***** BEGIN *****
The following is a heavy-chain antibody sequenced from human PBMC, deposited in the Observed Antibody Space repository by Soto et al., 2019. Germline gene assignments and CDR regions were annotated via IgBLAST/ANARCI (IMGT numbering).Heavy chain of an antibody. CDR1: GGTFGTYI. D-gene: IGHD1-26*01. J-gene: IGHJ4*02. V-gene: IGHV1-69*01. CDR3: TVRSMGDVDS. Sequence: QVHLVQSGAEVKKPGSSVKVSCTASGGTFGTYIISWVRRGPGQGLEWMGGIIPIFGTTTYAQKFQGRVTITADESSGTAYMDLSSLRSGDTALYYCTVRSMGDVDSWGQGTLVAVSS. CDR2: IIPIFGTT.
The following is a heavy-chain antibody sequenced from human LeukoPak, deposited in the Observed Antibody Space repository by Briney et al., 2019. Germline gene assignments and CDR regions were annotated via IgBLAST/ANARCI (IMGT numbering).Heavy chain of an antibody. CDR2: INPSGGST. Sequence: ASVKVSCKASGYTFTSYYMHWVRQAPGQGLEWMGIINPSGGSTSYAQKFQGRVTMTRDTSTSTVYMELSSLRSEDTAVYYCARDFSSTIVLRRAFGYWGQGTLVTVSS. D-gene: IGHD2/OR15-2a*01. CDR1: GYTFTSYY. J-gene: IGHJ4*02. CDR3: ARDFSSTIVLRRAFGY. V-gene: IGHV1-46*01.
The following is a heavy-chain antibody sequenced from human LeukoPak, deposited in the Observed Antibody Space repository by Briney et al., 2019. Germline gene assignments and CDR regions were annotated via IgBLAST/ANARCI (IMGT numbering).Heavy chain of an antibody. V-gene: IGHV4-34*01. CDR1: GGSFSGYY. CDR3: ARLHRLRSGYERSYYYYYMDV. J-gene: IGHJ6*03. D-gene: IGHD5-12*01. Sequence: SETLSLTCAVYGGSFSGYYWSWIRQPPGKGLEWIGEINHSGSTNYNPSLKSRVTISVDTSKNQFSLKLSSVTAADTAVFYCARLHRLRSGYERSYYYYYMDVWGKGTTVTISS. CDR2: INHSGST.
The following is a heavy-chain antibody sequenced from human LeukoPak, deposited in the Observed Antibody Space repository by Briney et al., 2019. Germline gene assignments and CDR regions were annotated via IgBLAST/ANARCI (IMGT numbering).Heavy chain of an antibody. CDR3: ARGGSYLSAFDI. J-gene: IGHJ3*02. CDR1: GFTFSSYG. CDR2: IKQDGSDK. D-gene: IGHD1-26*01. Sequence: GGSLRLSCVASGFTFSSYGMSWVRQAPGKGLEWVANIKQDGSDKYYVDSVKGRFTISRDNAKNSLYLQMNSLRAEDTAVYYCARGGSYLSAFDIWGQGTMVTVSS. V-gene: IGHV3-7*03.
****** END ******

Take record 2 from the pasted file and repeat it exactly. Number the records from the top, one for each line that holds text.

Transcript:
The following is a heavy-chain antibody sequenced from human LeukoPak, deposited in the Observed Antibody Space repository by Briney et al., 2019. Germline gene assignments and CDR regions were annotated via IgBLAST/ANARCI (IMGT numbering).Heavy chain of an antibody. CDR2: INPSGGST. Sequence: ASVKVSCKASGYTFTSYYMHWVRQAPGQGLEWMGIINPSGGSTSYAQKFQGRVTMTRDTSTSTVYMELSSLRSEDTAVYYCARDFSSTIVLRRAFGYWGQGTLVTVSS. D-gene: IGHD2/OR15-2a*01. CDR1: GYTFTSYY. J-gene: IGHJ4*02. CDR3: ARDFSSTIVLRRAFGY. V-gene: IGHV1-46*01.